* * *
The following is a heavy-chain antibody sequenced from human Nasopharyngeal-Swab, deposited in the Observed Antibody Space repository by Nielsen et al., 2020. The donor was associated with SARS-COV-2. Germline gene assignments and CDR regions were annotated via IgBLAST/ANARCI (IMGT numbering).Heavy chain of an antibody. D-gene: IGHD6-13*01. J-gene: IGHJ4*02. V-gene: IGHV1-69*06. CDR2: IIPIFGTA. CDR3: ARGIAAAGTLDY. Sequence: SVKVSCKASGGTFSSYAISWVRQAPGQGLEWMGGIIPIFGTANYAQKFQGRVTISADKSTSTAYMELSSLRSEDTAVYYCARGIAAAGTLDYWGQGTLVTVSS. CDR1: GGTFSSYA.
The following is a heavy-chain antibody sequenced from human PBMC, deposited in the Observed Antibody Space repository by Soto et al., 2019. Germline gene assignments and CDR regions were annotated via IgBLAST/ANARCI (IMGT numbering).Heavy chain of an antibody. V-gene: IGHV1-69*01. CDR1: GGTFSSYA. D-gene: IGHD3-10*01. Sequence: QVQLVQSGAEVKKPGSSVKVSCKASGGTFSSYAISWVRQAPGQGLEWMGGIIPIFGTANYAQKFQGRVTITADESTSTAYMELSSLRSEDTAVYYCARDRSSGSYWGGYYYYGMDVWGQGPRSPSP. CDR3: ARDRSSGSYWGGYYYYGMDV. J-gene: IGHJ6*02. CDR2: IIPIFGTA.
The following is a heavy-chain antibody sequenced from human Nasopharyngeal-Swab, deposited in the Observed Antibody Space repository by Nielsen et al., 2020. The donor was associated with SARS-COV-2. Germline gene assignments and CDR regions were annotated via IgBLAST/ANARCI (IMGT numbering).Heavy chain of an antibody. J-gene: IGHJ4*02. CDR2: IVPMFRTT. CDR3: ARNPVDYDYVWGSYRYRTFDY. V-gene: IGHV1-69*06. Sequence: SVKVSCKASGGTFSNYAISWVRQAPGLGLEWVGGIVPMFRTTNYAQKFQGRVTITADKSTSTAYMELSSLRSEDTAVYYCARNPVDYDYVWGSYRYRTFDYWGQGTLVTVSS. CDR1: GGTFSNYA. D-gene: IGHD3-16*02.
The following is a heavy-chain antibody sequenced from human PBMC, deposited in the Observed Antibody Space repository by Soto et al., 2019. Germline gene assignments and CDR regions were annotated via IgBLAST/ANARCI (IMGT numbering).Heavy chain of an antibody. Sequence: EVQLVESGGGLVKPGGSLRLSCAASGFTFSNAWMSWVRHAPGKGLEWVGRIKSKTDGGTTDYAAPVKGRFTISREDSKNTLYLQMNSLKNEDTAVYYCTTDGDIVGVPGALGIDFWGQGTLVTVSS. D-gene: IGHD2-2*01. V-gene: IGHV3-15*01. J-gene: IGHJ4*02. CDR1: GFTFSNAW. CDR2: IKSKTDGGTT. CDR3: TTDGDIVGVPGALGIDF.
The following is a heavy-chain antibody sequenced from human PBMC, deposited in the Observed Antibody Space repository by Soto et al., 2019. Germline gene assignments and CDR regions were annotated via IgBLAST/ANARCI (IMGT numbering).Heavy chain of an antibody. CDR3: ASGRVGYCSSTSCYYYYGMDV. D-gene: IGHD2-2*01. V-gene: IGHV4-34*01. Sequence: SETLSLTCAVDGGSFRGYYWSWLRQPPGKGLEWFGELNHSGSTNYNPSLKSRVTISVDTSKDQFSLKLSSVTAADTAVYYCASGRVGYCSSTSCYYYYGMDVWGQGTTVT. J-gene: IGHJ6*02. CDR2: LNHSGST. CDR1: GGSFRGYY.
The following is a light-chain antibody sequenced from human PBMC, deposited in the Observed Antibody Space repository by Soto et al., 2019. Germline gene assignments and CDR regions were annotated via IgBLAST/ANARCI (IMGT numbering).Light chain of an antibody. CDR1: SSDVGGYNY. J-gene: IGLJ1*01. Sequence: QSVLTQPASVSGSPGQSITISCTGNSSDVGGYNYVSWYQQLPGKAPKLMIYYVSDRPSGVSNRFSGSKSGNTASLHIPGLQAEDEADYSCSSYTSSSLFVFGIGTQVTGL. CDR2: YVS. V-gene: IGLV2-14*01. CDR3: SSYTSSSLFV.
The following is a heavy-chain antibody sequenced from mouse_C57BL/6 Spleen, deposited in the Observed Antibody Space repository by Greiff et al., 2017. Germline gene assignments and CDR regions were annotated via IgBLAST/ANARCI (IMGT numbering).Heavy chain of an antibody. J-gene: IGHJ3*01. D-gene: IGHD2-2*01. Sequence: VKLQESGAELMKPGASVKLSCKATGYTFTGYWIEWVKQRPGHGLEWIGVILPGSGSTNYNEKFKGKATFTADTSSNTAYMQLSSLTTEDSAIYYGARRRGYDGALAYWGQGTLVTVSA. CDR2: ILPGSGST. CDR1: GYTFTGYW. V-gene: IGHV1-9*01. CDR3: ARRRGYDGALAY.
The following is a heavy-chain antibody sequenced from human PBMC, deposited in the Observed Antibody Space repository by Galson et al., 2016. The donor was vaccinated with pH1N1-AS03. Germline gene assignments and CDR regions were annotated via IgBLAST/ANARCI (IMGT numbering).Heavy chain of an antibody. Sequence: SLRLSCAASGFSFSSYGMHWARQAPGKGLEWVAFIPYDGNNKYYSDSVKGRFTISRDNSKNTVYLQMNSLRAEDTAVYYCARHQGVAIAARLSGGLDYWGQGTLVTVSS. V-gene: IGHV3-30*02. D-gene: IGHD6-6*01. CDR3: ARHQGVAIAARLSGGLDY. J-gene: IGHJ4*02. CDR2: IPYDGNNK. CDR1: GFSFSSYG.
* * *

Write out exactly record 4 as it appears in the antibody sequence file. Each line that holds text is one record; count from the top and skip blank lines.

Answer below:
The following is a heavy-chain antibody sequenced from human PBMC, deposited in the Observed Antibody Space repository by Soto et al., 2019. Germline gene assignments and CDR regions were annotated via IgBLAST/ANARCI (IMGT numbering).Heavy chain of an antibody. Sequence: EVQLVESGGGLVKPGGSLRLSCAASGFTFSNAWMSWVRHAPGKGLEWVGRIKSKTDGGTTDYAAPVKGRFTISREDSKNTLYLQMNSLKNEDTAVYYCTTDGDIVGVPGALGIDFWGQGTLVTVSS. D-gene: IGHD2-2*01. V-gene: IGHV3-15*01. J-gene: IGHJ4*02. CDR1: GFTFSNAW. CDR2: IKSKTDGGTT. CDR3: TTDGDIVGVPGALGIDF.